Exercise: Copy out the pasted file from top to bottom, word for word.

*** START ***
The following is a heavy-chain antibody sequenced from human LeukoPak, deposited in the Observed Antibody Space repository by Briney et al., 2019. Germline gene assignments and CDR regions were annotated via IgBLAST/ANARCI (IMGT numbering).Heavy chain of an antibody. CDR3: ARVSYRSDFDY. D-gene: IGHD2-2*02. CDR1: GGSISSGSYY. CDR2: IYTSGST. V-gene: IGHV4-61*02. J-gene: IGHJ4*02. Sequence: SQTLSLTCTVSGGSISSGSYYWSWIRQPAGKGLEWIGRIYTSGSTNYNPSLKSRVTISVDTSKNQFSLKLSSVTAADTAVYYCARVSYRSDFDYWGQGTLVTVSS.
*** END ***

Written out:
The following is a heavy-chain antibody sequenced from human LeukoPak, deposited in the Observed Antibody Space repository by Briney et al., 2019. Germline gene assignments and CDR regions were annotated via IgBLAST/ANARCI (IMGT numbering).Heavy chain of an antibody. CDR3: ARVSYRSDFDY. D-gene: IGHD2-2*02. CDR1: GGSISSGSYY. CDR2: IYTSGST. V-gene: IGHV4-61*02. J-gene: IGHJ4*02. Sequence: SQTLSLTCTVSGGSISSGSYYWSWIRQPAGKGLEWIGRIYTSGSTNYNPSLKSRVTISVDTSKNQFSLKLSSVTAADTAVYYCARVSYRSDFDYWGQGTLVTVSS.